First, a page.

You also need to start considering different first-party strategies soon to avoid any major impact.
Cookies Were a Humongous-Sized Mess Anyway
You heard me say it – Cookies sucked anyway.
The majority of tracking cookies are being rejected by browsers.
In a recent report, an ad agency analyzed 20 advertisers and over 5 billion impressions. They discovered that 64% of cookies were deleted or blocked by web browsers.
The rejection rate of smartphone devices was even higher — 75% rejection rate compared to 41% on desktops.
This means advertisers have been throwing away a huge chunk of their marketing budget on missed opportunities. They were reaching out to people who weren’t going to purchase their products/services.
Most Marketers Already Saw the Third-Party Cookie Phaseout Coming from a Mile Away
For some, this news is shocking. Others saw this coming from a mile away.
Authorities worldwide have been focusing heavily on data privacy issues. In October 2019, Europe’s highest court passed the order that users across Europe should be able to actively consent to all cookies when logging on to a website.
If they don’t, the website won’t be subject to the user’s cookie data.
Between the GDPR rulings and Privacy Sandbox’s initial announcement in 2019, marketers already knew that the third-party cookie phaseout was imminent.
That’s the reason some third-party publishers and software firms started considering alternate solutions way before Google officially revealed the phaseout.
For these firms, the focus is on leveraging first-party cookies and making them future-ready.
Contextual Advertising is the New Cookies
Finally, contextual advertising is back!
That means ads will be relevant to other content visible on the screen. Like seeing beer ads in a bar.
For consumers, contextual ads are more relevant than cookie-based behavioral targeting. Consumers on a cooking site, for example, will be more open to ads about food or cooking utensils. It’s far less creepy, and don’t make users think they’re being followed everywhere on the web.
Google Isn’t About to Stop Tracking People Completely
Google revealed it wouldn’t invest in technology that will track people at an individual level. But they’ll still invest in alternatives like Federated Learning of Cohorts (FLoC), a technology that tracks groups of people rather than individuals.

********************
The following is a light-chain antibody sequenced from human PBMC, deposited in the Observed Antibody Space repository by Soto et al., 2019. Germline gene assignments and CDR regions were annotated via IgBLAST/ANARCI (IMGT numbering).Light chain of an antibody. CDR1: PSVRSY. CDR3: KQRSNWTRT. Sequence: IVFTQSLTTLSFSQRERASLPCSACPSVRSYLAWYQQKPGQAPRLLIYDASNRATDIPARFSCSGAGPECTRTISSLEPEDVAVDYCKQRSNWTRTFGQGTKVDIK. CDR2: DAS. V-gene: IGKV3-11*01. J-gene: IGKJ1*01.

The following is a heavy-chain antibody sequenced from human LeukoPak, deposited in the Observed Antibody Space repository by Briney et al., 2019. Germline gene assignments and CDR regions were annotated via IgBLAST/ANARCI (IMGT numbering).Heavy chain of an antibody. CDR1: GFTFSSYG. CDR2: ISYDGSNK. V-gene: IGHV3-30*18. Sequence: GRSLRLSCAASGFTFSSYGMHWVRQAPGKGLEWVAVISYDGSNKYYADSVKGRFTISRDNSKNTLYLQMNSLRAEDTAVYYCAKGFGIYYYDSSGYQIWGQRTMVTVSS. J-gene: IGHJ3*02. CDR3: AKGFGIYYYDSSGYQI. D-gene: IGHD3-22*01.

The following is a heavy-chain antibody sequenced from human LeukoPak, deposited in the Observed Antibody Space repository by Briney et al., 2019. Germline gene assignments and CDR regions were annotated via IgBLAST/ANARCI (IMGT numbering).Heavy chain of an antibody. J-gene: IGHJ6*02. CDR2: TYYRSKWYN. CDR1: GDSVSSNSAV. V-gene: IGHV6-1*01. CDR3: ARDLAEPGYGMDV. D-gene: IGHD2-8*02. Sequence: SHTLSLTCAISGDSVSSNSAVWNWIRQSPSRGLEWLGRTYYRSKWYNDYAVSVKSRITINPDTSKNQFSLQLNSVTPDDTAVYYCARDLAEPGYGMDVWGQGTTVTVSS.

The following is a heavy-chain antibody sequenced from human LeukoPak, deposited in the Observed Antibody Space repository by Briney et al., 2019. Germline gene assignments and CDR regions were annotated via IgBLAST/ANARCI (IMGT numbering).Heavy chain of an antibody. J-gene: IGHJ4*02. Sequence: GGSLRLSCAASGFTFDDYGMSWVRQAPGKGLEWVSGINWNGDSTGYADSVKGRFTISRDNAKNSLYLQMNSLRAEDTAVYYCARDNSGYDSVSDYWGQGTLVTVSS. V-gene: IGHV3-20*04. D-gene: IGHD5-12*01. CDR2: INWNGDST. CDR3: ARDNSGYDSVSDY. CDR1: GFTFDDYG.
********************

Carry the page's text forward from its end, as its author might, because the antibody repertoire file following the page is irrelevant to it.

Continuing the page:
According to their recent announcement, “Our latest FLoC test results showcase a way of effectively taking third-party cookies out of the equation and hiding individuals within a group of people sharing a common interest(s).”
Marketers’ Only Concern Isn’t Just Data.
Once the third-party cookies have been phased out, the Chrome experience will be good for some, but bad for others.
You’ll still be able to leverage and target Google Ads, as they’ll be powered by Chrome’s Privacy Sandbox Tools and first-party cookies. But ad platforms, and software requiring third-party data, may disappear.
Most ad platforms use third-party cookies to generate revenue. So this privacy-driven initiative will likely put those whose entire business model depended on third-party cookies out of business.
Should you panic?
Advertisers, marketers, and data engineers have already started hunting for active solutions to tackle this problem.
Right now, I’d recommend keeping yourself updated with the latest news and trends and taking action accordingly.
Maybe this phase-out will impact your business; maybe it won’t. But, if your business relies heavily on third-party data, I’d advise you to start looking for alternatives.
And to keep your brand safe from different government policies in the near future, consider building strategies without including cookies, mass amounts of data, and hyper-targeted ads.
As always, it’s important to partner with a company who can help guide you through these changes. Red 5 is just such a partner, so don’t hesitate to reach out to us if you’d like to learn more and optimize your digital marketing spend.